To counter the sweet swirl, I have made these brownies extra rich and decadent with plenty of melted chocolate stirred in, giving a luxurious and intensely chocolatey effect. There are what you may call brownie perfection.

Brownies with a Biscoff Swirl

 

(dairy-free, egg-free, nut-free, sesame-free, vegetarian and vegan)

4 tbsp cocoa powder

150g self-raising flour

110g caster sugar

1/2 tsp salt

1 tsp vanilla extract

5 tbsp flavourless oil, I use sunflower

250ml dairy-free milk

100g dairy-free chocolate, melted

4 tbsp Biscoff spread

  1. Preheat the oven to 180 degrees centigrade. Line a brownie tin with parchment
  2. In a bowl, mix together the cocoa, self-raising flour, caster sugar and salt.
  3. Pour in the oil, milk and vanilla and mix to form a smooth batter
  4. Stir in the melted chocolate (this will make the batter much stiffer)
  5. Transfer to the lined brownie tin and level off.
  6. Warm the Biscoff spread so it becomes runnier, dollop over the brownie batter and using the handle of a wooden spoon swirl it though
  7. Bake for 20-25 minutes. It should be a bit gooey looking in the middle. Cool fully in the tin before cutting into portions.

 

Lime and Ginger Cheesecake

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Cheesecakes have always been one of my favourite puddings, and that remains the case since cooking dairy and egg-free. I’ve tried many, many truly awful recipes, but this ‘no bake’ recipe works an absolute treat.

Tofutti is the only dairy-free cream cheese that I rate, but this particular recipe can use any brand of vegan cream cheese to great effect. I find most dairy-free cream cheeses unpleasant and often rather pasty, but this recipe transforms even a disappointing ‘cheesy’ spread into a luxurious, zingy, creamy cheesecake. It’s luscious, cheesy, zesty and sings with flavour. A great way to end a rich or spicy meal. The combination of ginger and lime works really well and if you didn’t mention it to them, I’m fairly certain not many people would call it as a vegan cheesecake.

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Lime and Ginger Cheesecake 

(dairy-free, egg-free, nut-free, sesame-free, vegetarian and vegan) N.B. contains soya

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This recipe makes 1 small cheesecake (enough for 4 small portions or 2 large)

100g ginger biscuits, crushed

1 tbsp dairy-free spread, melted

5 tbsps soya cream cheese

2-3 tbsps soya yogurt

Juice and zest of 1 lime

2-3 tbsps icing sugar

  1. Mix the crushed biscuits with the melted spread. Press into the bottom of the pie tin, or into individual ramekins. Place in the fridge to set.
  2. Whisk together the other ingredients until they are smooth. Taste and add more lime juice or icing sugar according to taste.
  3. Pour onto the biscuit base, and level off the top.
  4. Leave to set in the fridge for at least a couple of hours.
  5. Remove the tin prior to serving and garnish the top with a little more zest.

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Tiramisu

Tiramisu has been on my list of ‘must recreate’ dishes for a really long time. I always really liked the coffee creaminess of tiramisu and it’s a pudding that I miss, although I think it fell slightly out of fashion in general.

I’ve been mulling over how to recreate the mascarpone and cream combo for ages. Cashews seem a popular choice to create a ‘cheesy’ alternative but we’re really not great fans. Even though Little S can now eat cashew nuts, I think soaked and blended cashews seem to only make a creamy nutty paste, which just isn’t quite right in my book. So I definitely wasn’t going to go down the cashew route. In my opinion coconut is similar in that it leaves behind an overpowering coconutty flavour and I didn’t want my tiramisu to have any unexpected coconutty taste. I was aiming for as authentic as possible a recreation, and I think this version is it.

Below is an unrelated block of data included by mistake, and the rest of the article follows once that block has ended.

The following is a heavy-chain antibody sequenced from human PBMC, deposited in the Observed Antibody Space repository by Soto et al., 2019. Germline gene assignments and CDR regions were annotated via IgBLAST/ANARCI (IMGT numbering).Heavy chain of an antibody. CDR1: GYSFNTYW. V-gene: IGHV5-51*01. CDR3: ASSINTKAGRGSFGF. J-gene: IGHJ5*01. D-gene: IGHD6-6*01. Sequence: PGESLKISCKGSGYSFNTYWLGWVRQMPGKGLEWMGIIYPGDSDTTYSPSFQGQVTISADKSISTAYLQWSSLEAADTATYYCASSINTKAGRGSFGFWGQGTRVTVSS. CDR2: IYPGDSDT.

Out of everyone who tasted my tiramisu the only comments that could improve it were that it needed more intense coffee flavour and some masala heat. I actually left out the masala as I was making it for the entire family (use vanilla if you don’t wish to use alcohol) and I used decaffeinated coffee and not quite enough of it. I know where I went wrong, but the recipe below has the mistakes corrected, but you may wish to add a splash more masala or soak the sponge for longer in stronger coffee to get an extra coffee and alcohol hit. The creaminess needs those strong flavours.

Rather than recreating the ladies fingers I baked a vanilla sponge and sliced it before dunking in the coffee. The resulting effect is spot on for tiramisu. The mascarpone and cream filling is a combination of sweetened soya cream cheese and soya whipping cream. This produces a cream which is both light and airy but with an extra richness and a greater stability. Once set in the fridge this Tiramisu lasts up to 3 or 4 days which is perfect as it does make a substantial quantity.

Tiramisu

(dairy-free, egg-free, nut-free, sesame-free, vegetarian and vegan. N.B. contains soya)

serves 10-12

for the sponge:

200g self-raising flour

100g caster sugar

pinch of salt

100ml sunflower oil

150ml dairy-free milk

1/2 tsp bicarbonate of soda

1/2 tsp lemon juice

1 tsp vanilla

  1. Preheat the oven to 180 degrees Centigrade/Gas mark 5
  2. Line a shallow baking tin with parchment
  3. Sift the flour and salt into a bowl. Stir in the sugar.
  4. In a separate bowl, mix together the dairy-free milk, bicarb, lemon, vanilla and oil.
  5. Pour the wet ingredients into the dry and gently mix, until well combines.
  6. Pour into the lined tin and level off and bake for 12-15 minutes, until lightly golden and a knife comes out clean. Cool on a wire rack.

for the cream filling:

200ml dairy-free whipping cream

100ml dairy-free cream cheese

4 tbsp caster sugar

1 tsp vanilla extract or 1 tbsp masala wine (more if you wish)

  1. Whip the cream until light and fluffy, then add the cream cheese and sugar and whip until fully incorporated. Add the flavouring and whip again.

To assemble:

 1/2 cup freshly brewed espresso or very strong instant coffee

1-2 tbsp cocoa powder

  1. Slice the sponge into fingers and dunk in some freshly brewed strong coffee. The longer it’s absorbing, the stronger the coffee flavour
  2. Layer the ingredients into decorative bowls or a large rectangular serving dish.
  3. Start with soaked sponge, then a layer of the creamy cheese mixture and then a layer of cocoa powder. Repeat twice and finish with a heavy dusting of cocoa powder.
  4. Leave to set in the fridge and when ready to serve, slice into neat squares.